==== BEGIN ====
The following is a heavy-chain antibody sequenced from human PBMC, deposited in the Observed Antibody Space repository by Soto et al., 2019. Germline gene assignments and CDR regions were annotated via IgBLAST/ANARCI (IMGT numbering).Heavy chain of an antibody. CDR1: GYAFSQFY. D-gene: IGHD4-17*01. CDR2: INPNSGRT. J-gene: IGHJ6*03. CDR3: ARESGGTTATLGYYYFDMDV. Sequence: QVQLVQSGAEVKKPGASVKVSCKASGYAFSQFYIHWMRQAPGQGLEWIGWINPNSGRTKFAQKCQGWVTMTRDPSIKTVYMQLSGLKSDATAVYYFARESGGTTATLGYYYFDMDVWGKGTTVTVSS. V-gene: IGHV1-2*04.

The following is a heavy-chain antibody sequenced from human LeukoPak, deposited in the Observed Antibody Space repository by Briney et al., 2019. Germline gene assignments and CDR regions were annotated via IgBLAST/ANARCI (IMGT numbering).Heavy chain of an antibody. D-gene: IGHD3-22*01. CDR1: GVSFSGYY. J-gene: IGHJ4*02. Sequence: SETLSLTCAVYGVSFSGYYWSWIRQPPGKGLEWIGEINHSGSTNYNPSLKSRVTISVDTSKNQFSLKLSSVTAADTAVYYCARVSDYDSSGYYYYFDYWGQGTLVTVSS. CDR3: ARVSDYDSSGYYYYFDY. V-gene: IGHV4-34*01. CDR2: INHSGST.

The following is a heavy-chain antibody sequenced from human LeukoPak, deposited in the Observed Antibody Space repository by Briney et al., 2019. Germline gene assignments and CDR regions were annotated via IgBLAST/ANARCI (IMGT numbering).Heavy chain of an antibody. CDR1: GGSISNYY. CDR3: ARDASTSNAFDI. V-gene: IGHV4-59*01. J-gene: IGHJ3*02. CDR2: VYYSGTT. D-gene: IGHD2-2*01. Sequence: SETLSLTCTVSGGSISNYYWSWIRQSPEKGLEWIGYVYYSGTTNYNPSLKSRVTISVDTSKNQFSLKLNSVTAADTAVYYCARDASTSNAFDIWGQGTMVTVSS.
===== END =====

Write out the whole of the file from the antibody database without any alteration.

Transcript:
The following is a heavy-chain antibody sequenced from human PBMC, deposited in the Observed Antibody Space repository by Soto et al., 2019. Germline gene assignments and CDR regions were annotated via IgBLAST/ANARCI (IMGT numbering).Heavy chain of an antibody. CDR1: GYAFSQFY. D-gene: IGHD4-17*01. CDR2: INPNSGRT. J-gene: IGHJ6*03. CDR3: ARESGGTTATLGYYYFDMDV. Sequence: QVQLVQSGAEVKKPGASVKVSCKASGYAFSQFYIHWMRQAPGQGLEWIGWINPNSGRTKFAQKCQGWVTMTRDPSIKTVYMQLSGLKSDATAVYYFARESGGTTATLGYYYFDMDVWGKGTTVTVSS. V-gene: IGHV1-2*04.

The following is a heavy-chain antibody sequenced from human LeukoPak, deposited in the Observed Antibody Space repository by Briney et al., 2019. Germline gene assignments and CDR regions were annotated via IgBLAST/ANARCI (IMGT numbering).Heavy chain of an antibody. D-gene: IGHD3-22*01. CDR1: GVSFSGYY. J-gene: IGHJ4*02. Sequence: SETLSLTCAVYGVSFSGYYWSWIRQPPGKGLEWIGEINHSGSTNYNPSLKSRVTISVDTSKNQFSLKLSSVTAADTAVYYCARVSDYDSSGYYYYFDYWGQGTLVTVSS. CDR3: ARVSDYDSSGYYYYFDY. V-gene: IGHV4-34*01. CDR2: INHSGST.

The following is a heavy-chain antibody sequenced from human LeukoPak, deposited in the Observed Antibody Space repository by Briney et al., 2019. Germline gene assignments and CDR regions were annotated via IgBLAST/ANARCI (IMGT numbering).Heavy chain of an antibody. CDR1: GGSISNYY. CDR3: ARDASTSNAFDI. V-gene: IGHV4-59*01. J-gene: IGHJ3*02. CDR2: VYYSGTT. D-gene: IGHD2-2*01. Sequence: SETLSLTCTVSGGSISNYYWSWIRQSPEKGLEWIGYVYYSGTTNYNPSLKSRVTISVDTSKNQFSLKLNSVTAADTAVYYCARDASTSNAFDIWGQGTMVTVSS.